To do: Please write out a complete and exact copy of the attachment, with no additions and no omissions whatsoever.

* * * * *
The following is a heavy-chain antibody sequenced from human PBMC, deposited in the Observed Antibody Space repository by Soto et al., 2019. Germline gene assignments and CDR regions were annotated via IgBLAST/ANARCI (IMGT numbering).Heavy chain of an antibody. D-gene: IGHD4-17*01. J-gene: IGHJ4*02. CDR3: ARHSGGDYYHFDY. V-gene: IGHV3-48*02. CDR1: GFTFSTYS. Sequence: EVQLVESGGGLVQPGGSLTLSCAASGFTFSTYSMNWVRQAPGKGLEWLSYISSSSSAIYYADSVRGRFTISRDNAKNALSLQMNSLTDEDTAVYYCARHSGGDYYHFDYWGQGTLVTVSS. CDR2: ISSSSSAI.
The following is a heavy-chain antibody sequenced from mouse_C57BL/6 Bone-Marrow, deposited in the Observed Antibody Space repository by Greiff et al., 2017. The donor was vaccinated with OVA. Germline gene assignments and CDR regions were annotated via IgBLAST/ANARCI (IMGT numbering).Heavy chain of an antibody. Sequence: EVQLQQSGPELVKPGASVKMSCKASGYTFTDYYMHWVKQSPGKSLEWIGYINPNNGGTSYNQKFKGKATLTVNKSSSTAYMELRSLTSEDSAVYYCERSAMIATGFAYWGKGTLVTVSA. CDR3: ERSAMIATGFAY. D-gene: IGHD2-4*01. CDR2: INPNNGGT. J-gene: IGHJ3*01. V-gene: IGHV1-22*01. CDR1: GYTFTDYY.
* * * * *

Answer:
The following is a heavy-chain antibody sequenced from human PBMC, deposited in the Observed Antibody Space repository by Soto et al., 2019. Germline gene assignments and CDR regions were annotated via IgBLAST/ANARCI (IMGT numbering).Heavy chain of an antibody. D-gene: IGHD4-17*01. J-gene: IGHJ4*02. CDR3: ARHSGGDYYHFDY. V-gene: IGHV3-48*02. CDR1: GFTFSTYS. Sequence: EVQLVESGGGLVQPGGSLTLSCAASGFTFSTYSMNWVRQAPGKGLEWLSYISSSSSAIYYADSVRGRFTISRDNAKNALSLQMNSLTDEDTAVYYCARHSGGDYYHFDYWGQGTLVTVSS. CDR2: ISSSSSAI.
The following is a heavy-chain antibody sequenced from mouse_C57BL/6 Bone-Marrow, deposited in the Observed Antibody Space repository by Greiff et al., 2017. The donor was vaccinated with OVA. Germline gene assignments and CDR regions were annotated via IgBLAST/ANARCI (IMGT numbering).Heavy chain of an antibody. Sequence: EVQLQQSGPELVKPGASVKMSCKASGYTFTDYYMHWVKQSPGKSLEWIGYINPNNGGTSYNQKFKGKATLTVNKSSSTAYMELRSLTSEDSAVYYCERSAMIATGFAYWGKGTLVTVSA. CDR3: ERSAMIATGFAY. D-gene: IGHD2-4*01. CDR2: INPNNGGT. J-gene: IGHJ3*01. V-gene: IGHV1-22*01. CDR1: GYTFTDYY.